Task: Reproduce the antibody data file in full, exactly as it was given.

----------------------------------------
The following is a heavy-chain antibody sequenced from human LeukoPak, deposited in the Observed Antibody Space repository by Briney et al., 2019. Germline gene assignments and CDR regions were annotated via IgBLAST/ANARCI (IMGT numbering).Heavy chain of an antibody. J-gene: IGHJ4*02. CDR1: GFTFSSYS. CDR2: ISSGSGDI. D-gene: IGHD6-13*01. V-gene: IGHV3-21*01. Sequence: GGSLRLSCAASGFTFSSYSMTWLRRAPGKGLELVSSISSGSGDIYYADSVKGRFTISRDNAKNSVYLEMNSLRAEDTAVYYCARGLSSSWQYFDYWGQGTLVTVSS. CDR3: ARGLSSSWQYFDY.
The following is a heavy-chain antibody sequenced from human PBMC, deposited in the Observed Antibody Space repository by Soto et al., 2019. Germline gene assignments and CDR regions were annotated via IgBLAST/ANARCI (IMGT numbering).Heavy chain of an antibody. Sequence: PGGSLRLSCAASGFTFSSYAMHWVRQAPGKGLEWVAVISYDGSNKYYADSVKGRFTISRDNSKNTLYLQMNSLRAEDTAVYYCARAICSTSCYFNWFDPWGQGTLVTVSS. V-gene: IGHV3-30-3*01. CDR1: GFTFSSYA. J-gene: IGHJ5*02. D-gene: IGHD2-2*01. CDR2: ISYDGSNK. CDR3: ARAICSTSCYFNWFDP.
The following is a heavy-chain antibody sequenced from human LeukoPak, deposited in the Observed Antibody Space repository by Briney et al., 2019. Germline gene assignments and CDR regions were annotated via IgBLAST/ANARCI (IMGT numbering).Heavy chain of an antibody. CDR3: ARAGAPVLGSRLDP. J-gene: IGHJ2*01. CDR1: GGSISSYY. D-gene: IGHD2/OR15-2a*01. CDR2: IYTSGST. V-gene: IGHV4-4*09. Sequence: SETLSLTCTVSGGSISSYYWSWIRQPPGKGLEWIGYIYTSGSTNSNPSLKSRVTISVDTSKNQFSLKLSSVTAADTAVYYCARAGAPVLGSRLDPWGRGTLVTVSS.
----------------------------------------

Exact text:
The following is a heavy-chain antibody sequenced from human LeukoPak, deposited in the Observed Antibody Space repository by Briney et al., 2019. Germline gene assignments and CDR regions were annotated via IgBLAST/ANARCI (IMGT numbering).Heavy chain of an antibody. J-gene: IGHJ4*02. CDR1: GFTFSSYS. CDR2: ISSGSGDI. D-gene: IGHD6-13*01. V-gene: IGHV3-21*01. Sequence: GGSLRLSCAASGFTFSSYSMTWLRRAPGKGLELVSSISSGSGDIYYADSVKGRFTISRDNAKNSVYLEMNSLRAEDTAVYYCARGLSSSWQYFDYWGQGTLVTVSS. CDR3: ARGLSSSWQYFDY.
The following is a heavy-chain antibody sequenced from human PBMC, deposited in the Observed Antibody Space repository by Soto et al., 2019. Germline gene assignments and CDR regions were annotated via IgBLAST/ANARCI (IMGT numbering).Heavy chain of an antibody. Sequence: PGGSLRLSCAASGFTFSSYAMHWVRQAPGKGLEWVAVISYDGSNKYYADSVKGRFTISRDNSKNTLYLQMNSLRAEDTAVYYCARAICSTSCYFNWFDPWGQGTLVTVSS. V-gene: IGHV3-30-3*01. CDR1: GFTFSSYA. J-gene: IGHJ5*02. D-gene: IGHD2-2*01. CDR2: ISYDGSNK. CDR3: ARAICSTSCYFNWFDP.
The following is a heavy-chain antibody sequenced from human LeukoPak, deposited in the Observed Antibody Space repository by Briney et al., 2019. Germline gene assignments and CDR regions were annotated via IgBLAST/ANARCI (IMGT numbering).Heavy chain of an antibody. CDR3: ARAGAPVLGSRLDP. J-gene: IGHJ2*01. CDR1: GGSISSYY. D-gene: IGHD2/OR15-2a*01. CDR2: IYTSGST. V-gene: IGHV4-4*09. Sequence: SETLSLTCTVSGGSISSYYWSWIRQPPGKGLEWIGYIYTSGSTNSNPSLKSRVTISVDTSKNQFSLKLSSVTAADTAVYYCARAGAPVLGSRLDPWGRGTLVTVSS.